Thursday, 3 October 2013

Metropolis (1927) Review Fritz Lang

Metropolis (1927) Review
Fritz Lang

Metropolis is a silent German expressionistic film directed by Fritz Lang and is considered to be one of the first true Science Fiction films to be created.  The basis of the film is set in a futuristic city where two classes of people are separated by the ground level; the rich upper class living above ground compared to the poor workers living underground. The story involves the son of the city's creator falling in love of with a working class social worker whilst those living underground are planning an uprising against the upper class.

Lang created an incredible masterpiece city which makes it seem that the film is way ahead of its time. "Above ground, it has spires and towers, elevated highways, an Olympian stadium and Pleasure Gardens." (Roger Ebert, 2010) The audience of the film would expect a stunning use of set design considering the immense amount of money spent on the production, "Metropolis consumed resources that would have yielded upwards of 20 conventional features, more than half the studio's entire annual production budget." (Bruce Eder, Date Unknown) Metropolis created the template for many future films for the classic futuristic city and landscapes. When watching the film, certain scenes produce hints of inspiration possibly used by most recent pictures. For example I noticed a large correlation between the Metropolis city and the city planet of Coruscant seen in the Star Wars Saga. (Figure 1).

Figure 1.
                                  (1)                                                                    (2)

Lang also uses a strong sense of cultural diversity ranging from set design to character costumes. The first hint of this would be the scene where Joh Frederson hallucinates and pictures one of the workers machines as huge monster that consumes the workers, "Freder has a vision in which the machinery turns into an obscene, devouring monster" (Roger Ebert, 2010). The monster in this scene reminded me of the Sphinx statues seen in Egypt (3). Another form of culture that may have inspired Lang with his creation is that of Asia. The scene I am referring to is where the robot Maria is dancing and celebrating with the workers. In this scene Maria is wearing a dress and headdress, with a very Asian quality, whilst dancing upon a statue made up of what looks like dragons and other mythical creature which play a part in the Asian culture (4).

                                     (3)                                                                                 (4)

 Once again, Metropolis has made the benchmark for modern cinema and television. Other links to today's pictures revolve around the robot created by the mad scientist, Rotwang. From this character we can draw direct links to the Cybermen used in Doctor Who (5) and the friendly robot servant, C3PO, seen in the Star Wars films (6).
                                              (6)                                   (5)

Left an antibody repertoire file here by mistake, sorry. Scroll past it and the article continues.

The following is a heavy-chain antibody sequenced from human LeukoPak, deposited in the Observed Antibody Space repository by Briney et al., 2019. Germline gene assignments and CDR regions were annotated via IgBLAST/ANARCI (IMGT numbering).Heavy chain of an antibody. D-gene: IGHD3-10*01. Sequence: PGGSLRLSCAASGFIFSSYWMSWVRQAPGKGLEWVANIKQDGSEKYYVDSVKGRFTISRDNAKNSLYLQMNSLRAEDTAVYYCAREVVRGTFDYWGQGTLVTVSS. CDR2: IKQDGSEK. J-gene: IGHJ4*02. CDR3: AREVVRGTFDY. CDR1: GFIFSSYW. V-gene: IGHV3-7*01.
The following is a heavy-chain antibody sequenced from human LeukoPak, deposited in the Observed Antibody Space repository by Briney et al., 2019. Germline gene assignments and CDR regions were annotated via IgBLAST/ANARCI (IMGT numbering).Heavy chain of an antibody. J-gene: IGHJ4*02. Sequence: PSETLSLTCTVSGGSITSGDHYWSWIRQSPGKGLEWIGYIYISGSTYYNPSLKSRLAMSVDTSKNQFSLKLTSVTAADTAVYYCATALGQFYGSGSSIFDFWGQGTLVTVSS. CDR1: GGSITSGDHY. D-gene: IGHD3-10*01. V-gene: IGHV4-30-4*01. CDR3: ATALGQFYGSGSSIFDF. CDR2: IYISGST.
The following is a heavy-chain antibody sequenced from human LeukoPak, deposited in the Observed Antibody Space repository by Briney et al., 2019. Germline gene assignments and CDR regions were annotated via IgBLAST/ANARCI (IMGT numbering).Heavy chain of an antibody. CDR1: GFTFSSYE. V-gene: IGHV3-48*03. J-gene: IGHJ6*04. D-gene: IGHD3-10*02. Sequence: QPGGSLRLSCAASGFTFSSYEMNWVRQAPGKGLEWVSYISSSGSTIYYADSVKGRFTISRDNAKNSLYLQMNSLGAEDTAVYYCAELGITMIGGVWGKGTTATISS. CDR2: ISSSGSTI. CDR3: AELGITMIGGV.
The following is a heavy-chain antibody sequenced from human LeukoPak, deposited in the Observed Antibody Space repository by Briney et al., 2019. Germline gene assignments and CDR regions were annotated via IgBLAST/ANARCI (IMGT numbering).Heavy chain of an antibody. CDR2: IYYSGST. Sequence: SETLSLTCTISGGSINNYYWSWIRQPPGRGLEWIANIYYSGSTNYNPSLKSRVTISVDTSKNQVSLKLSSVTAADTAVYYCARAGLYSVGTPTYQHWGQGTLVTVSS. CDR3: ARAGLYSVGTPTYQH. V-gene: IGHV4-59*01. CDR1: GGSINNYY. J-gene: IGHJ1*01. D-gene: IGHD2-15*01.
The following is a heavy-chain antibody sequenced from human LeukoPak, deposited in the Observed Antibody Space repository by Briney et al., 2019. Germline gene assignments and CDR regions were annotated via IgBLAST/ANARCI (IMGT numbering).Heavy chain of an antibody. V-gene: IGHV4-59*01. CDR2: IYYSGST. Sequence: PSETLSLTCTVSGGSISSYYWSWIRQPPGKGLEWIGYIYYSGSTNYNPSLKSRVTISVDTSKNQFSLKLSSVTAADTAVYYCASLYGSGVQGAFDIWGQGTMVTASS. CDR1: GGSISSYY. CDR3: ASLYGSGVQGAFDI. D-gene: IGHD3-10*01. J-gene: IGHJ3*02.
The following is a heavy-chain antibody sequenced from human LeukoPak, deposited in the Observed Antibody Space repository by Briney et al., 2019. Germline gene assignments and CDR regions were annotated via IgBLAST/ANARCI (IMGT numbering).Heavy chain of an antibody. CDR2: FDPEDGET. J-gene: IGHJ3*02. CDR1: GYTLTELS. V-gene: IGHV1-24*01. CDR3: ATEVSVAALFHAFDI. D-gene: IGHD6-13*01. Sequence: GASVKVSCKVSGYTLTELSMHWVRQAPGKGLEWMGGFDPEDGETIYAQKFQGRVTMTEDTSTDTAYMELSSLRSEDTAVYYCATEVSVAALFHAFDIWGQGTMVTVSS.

1. (Roger Ebert, 2010)
Accessed 3 October 2013
2. (Bruce Eder, Date Unknown)
Accessed 3 October 2013
3. (Roger Ebert, 2010)
Accessed 3 October 2013


(1) -
        Accessed 3 October 2013
(2) -
        Accessed 3 October 2013
(3) -
        Accessed 3 October 2013
(4) -
        Accessed 3 October 2013
(5) -
       Accessed 3 October 2013
(6) -
       Accessed 3 October 2013


  1. Hi Will.

    Just want to let you know that you'll need to resize your photos to fit the post page and in regards to referencing the right way, I referred to

    Hope it helps! :)

    1. Hi, thank you for the feedback and I will certainly take it into account :)

  2. Hi Will,
    Yes, I'm with Ayunie - check out the referencing guide available on myUCA under the Library tab. When you are referencing quotes within the text, you only need the author's surname and date, so (Ebert, 2010), and if you don't know the date, you put s.d., so (Eder, s.d.).
    In your bibliography, you put the author's surname followed by initial, so Ebert, R. then the date in brackets. Follow this with the title of the piece of work, in italics, and then At: web address. You finish up with 'Accessed on' in brackets... The guide is very clear on how to format all sorts of references! :) Just as an example, this is the webpage used as an example in the guide -

    Giles, J. (2001) A Filmmakers' Guide to Distribution and Exhibition. At: (Accessed on 14.06.09)
    (The 'A Filmmakers'Guide' part should be in italics, but I can't do that in the comments box here!)

    The only other comment would be to not use the 1st person; you say, for example, 'The scene I am referring to is where the robot Maria is dancing...' which would sound more scholarly if you wrote something like, 'During the scene where the robot Maria is dancing...' Have a look at the table I published on the group blog on the 1st October, for more suggestions on writing in the 3rd person.